Part of the Food Policy Snapshot Series
Policy name: Public Health Product Tax
Population: 9.9 million
Food policy category: Preventative healthcare
- Encourage Hungarians to eat healthier foods
- Encourage food manufacturers to make their products healthier
- Create revenue for health care system, specifically to address diet-related diseases
- Analysts first collected data to be used in crafting the policy; they quantified levels of salt, sugar and other unhealthy ingredients in foods
- Analysts also collected data on the consumption of foods high in salt and sugar to establish a baseline to compare to later
- The tax went into effect in 2011
How it works
The public health tax is an excise tax (paid when an item is purchased). The amount of tax paid is determined by the units of product bought or sold, and units are measured in kilograms or liters.
The public health tax applies to non-staple pre-packaged foods which cross a certain threshold for salt, sugar and methyl-xanthine content. It includes the following items: pre-packaged sweetened products, including candy, chocolates, baked goods, and biscuits; fruit jams and other sweetened preserves; soft drinks with added sugar; alcoholic beverages; energy drinks; and snacks with high levels of salt.
Progress to date
During the first three full years that the tax was in effect, it generated 20 billion HUF (about $68,000) of revenue. In the fourth year, revenue increased to 30 billion HUF (about $100,000) per year. Since the tax was first introduced, it has generated a total of 122 billion HUF ($417,000). Since 2012, the revenue has been assigned a separate budget line in Hungary’s health care budget and was used to increase wages in the health sector.
The tax has also facilitated the reformulation of products. Lawmakers have revised the tax several times to close loopholes that allowed manufacturers to make superficial changes to recipes in order avoid paying the tax. The law was also amended in 2015 to include alcoholic beverages.
To complement the taxation policy, Hungary has also introduced ‘incentives’ (i.e. – reduced tax) for poultry and milk, and fish products.
Why the program is important
Noncommunicable diseases (diseases that are not infectious) are the leading cause of death in Hungary as well as worldwide. Hungary has particularly high rates of heart disease, stroke and cancer, compared to other industrialized countries. Unhealthy diet is one of the main causes of communicable disease.
Studies have shown that consuming high amounts of sugar and salt can lead to serious health problem. High sugar consumption is linked to obesity, type II diabetes, and possibly cancer, while high salt consumption is linked to hypertension and heart disease. Per capita salt consumption is highest in Hungary compared to all other countries in Europe. Additionally, approximately two-thirds of Hungarians are overweight or obese.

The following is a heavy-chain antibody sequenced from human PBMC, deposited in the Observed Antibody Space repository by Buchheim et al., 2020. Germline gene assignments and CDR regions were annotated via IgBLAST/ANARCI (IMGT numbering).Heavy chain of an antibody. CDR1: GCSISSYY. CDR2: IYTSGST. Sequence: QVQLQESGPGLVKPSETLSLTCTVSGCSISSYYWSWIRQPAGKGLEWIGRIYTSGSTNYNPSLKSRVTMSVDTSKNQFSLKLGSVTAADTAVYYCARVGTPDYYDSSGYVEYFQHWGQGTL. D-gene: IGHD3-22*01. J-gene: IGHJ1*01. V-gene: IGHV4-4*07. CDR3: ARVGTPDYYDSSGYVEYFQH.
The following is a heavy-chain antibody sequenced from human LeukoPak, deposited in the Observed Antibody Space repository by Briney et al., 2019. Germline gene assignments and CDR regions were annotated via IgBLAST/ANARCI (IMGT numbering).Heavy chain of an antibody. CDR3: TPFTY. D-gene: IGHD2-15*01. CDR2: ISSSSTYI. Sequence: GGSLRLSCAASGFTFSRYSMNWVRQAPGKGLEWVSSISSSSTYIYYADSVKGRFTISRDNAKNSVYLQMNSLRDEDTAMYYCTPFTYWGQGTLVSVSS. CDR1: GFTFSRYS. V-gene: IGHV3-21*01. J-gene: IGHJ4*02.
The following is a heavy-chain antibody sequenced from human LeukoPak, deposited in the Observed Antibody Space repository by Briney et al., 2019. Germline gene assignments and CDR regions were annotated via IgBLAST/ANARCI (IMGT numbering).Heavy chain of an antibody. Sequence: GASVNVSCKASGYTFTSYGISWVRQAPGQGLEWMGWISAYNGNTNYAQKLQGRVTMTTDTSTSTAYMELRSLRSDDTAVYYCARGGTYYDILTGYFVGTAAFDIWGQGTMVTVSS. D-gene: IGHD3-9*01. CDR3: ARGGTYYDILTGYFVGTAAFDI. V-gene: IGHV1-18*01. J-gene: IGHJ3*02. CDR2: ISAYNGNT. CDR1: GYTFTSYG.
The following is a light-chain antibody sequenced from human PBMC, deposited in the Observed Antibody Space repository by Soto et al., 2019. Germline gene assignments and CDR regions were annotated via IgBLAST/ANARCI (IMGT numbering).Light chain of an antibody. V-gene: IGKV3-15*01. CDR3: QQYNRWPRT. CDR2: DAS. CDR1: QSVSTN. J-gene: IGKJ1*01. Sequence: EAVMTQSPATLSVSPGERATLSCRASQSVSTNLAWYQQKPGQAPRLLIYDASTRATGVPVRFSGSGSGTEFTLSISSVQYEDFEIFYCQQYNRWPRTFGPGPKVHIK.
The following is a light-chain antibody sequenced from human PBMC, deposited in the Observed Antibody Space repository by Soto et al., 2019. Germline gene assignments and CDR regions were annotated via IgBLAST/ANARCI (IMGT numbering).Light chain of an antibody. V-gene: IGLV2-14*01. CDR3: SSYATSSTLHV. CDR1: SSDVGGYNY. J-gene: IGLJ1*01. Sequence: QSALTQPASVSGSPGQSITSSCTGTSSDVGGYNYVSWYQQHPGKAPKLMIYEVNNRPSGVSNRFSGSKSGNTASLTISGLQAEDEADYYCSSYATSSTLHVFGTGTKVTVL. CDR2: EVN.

The National Institute for Health Development conducted an assessment of the tax in 2012. They found that 40 percent of companies that had sold unhealthy food products changed their recipes to reduce or eliminate unhealthy ingredients. The prices of products that were not changed rose by 29 percent, and sales of those products fell by 27 percent.
In 2014, the National Institute for Food and Nutrition Science conducted another assessment. They surveyed consumers who consumed unhealthy food products and found that between 7 and 16 percent of them switched to a cheaper, often healthier, product when the tax went into effect. Between 5 and 16 percent of those surveyed consumed less of the unhealthy product after the tax went into effect.
Between 59 and 73 percent of the people who reduced their consumption of one or more unhealthy products consumed less in 2014 than in the years prior. This suggests that the tax still had an effect several years after it was passed.
Surveys have found that a full 30 percent of Hungarians have reduced their consumption of packaged sweets, 22 percent have reduced their consumption of energy drinks, and 19 percent have reduced their consumption of soft drinks.
In 2015, the National Institute for Food and Nutrition Science found that the tax had generated the equivalent of $219 million since it went into effect. In 2013, revenue from the tax accounted for about 1.2 percent of government health spending.
Point of contact
Ministry of Human Capacities: firstname.lastname@example.org
- France has a tax on all products containing refined sugar
- Other countries have installed taxes specifically on sugar-sweetened beverages, including Mexico, French Polynesia, Portugal and France. Ireland and the UK are set to begin taxing sugar-sweetened beverages in 2018.
- Some US cities tax sugar-sweetened beverages, including Berkeley, Philadelphia, San Francisco, Oakland, and Boulder.